But let’s look at the Small Business too. Windows 7 has Windows Virtual PC, an improved version of Microsoft Virtual PC. You’d had to obtain a license for the additional copy of Windows 7 but you could install a second 32 bit Windows 7 within it…. And Windows Virtual PC supports Com ports for all of those applications that actually use a com port.
Or let’s get “old school”. It’s a Dos program that only works in Dos. You occasionally need it but there is critical data to you need to access. There is an application called DosBox which has been out in the Open Source community. It provides a simple emulated environment to run Dos Applications independent of the parent O/S. It has some limitations of course (I believe opportunistic File locking is a big one presently), but will allow the operation of ANCIENT applications.
When I mean ancient, for fun I fired up an old game from Apogee and an old copy of dBase I dug up on the internet. They worked. They worked in DosBox on a 64bit version of Windows 8.1.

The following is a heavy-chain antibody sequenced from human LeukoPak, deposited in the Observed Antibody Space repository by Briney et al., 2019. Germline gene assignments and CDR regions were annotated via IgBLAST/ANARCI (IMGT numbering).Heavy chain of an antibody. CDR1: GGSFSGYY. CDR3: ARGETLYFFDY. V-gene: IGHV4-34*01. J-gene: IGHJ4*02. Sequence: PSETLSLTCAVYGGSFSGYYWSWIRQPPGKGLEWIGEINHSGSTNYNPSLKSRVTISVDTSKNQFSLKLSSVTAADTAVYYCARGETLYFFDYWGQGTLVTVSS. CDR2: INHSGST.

There also free resources from Microsoft on Springboard to help you alleviate migrating not only applications to modern versions of Windows but data as well. Yes, Microsoft even has tools such as the Office Migration Planning Manager, Office Environment Assessment Tool and Office Code Compatibility Inspector. These tools can help you easily debug that old backend VBA word in your master Word template to migrate to a modern DOCX file or identify actual files that might have issues in a more modern version of office. Online just do a quick search for OEAT,OMPM and OCCI.
So never fear, you can get to whichever version of Windows you need. It is more than possible. It is very achievable. At the very end everything will all work out and the users won’t even care.
In fact that same environment that went Vista? It tripled in size over the years, lost all of it’s Co-op students and became manageable with just two IT Pros.
So I know. I’ve been there. We can do this.
Windows PowerShell MVP
Honorary Scripting Guy